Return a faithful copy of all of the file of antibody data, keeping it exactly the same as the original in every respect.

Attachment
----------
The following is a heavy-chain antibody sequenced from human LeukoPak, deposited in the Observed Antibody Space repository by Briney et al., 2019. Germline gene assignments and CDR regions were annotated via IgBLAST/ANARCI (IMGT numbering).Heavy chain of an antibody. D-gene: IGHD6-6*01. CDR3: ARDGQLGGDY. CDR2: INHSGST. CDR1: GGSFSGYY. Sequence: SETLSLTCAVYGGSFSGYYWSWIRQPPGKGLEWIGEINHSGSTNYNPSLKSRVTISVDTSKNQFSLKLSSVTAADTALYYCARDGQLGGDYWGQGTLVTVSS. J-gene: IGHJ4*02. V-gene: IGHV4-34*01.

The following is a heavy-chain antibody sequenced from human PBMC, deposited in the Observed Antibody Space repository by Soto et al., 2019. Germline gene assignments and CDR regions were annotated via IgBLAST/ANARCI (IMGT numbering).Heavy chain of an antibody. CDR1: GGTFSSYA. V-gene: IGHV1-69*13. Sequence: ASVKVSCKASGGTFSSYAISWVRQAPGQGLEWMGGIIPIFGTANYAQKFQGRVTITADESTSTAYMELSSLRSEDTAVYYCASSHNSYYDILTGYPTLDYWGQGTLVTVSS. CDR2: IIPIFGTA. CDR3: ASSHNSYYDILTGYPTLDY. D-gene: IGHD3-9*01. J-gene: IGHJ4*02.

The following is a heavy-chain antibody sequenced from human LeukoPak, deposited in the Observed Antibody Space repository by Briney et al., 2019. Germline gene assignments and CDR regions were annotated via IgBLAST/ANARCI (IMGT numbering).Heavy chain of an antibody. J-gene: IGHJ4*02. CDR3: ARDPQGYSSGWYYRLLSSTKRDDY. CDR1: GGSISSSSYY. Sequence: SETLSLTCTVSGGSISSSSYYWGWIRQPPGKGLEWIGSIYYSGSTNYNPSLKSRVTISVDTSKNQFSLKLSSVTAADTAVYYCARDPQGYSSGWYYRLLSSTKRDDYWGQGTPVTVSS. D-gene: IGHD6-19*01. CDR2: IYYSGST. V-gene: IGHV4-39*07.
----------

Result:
The following is a heavy-chain antibody sequenced from human LeukoPak, deposited in the Observed Antibody Space repository by Briney et al., 2019. Germline gene assignments and CDR regions were annotated via IgBLAST/ANARCI (IMGT numbering).Heavy chain of an antibody. D-gene: IGHD6-6*01. CDR3: ARDGQLGGDY. CDR2: INHSGST. CDR1: GGSFSGYY. Sequence: SETLSLTCAVYGGSFSGYYWSWIRQPPGKGLEWIGEINHSGSTNYNPSLKSRVTISVDTSKNQFSLKLSSVTAADTALYYCARDGQLGGDYWGQGTLVTVSS. J-gene: IGHJ4*02. V-gene: IGHV4-34*01.

The following is a heavy-chain antibody sequenced from human PBMC, deposited in the Observed Antibody Space repository by Soto et al., 2019. Germline gene assignments and CDR regions were annotated via IgBLAST/ANARCI (IMGT numbering).Heavy chain of an antibody. CDR1: GGTFSSYA. V-gene: IGHV1-69*13. Sequence: ASVKVSCKASGGTFSSYAISWVRQAPGQGLEWMGGIIPIFGTANYAQKFQGRVTITADESTSTAYMELSSLRSEDTAVYYCASSHNSYYDILTGYPTLDYWGQGTLVTVSS. CDR2: IIPIFGTA. CDR3: ASSHNSYYDILTGYPTLDY. D-gene: IGHD3-9*01. J-gene: IGHJ4*02.

The following is a heavy-chain antibody sequenced from human LeukoPak, deposited in the Observed Antibody Space repository by Briney et al., 2019. Germline gene assignments and CDR regions were annotated via IgBLAST/ANARCI (IMGT numbering).Heavy chain of an antibody. J-gene: IGHJ4*02. CDR3: ARDPQGYSSGWYYRLLSSTKRDDY. CDR1: GGSISSSSYY. Sequence: SETLSLTCTVSGGSISSSSYYWGWIRQPPGKGLEWIGSIYYSGSTNYNPSLKSRVTISVDTSKNQFSLKLSSVTAADTAVYYCARDPQGYSSGWYYRLLSSTKRDDYWGQGTPVTVSS. D-gene: IGHD6-19*01. CDR2: IYYSGST. V-gene: IGHV4-39*07.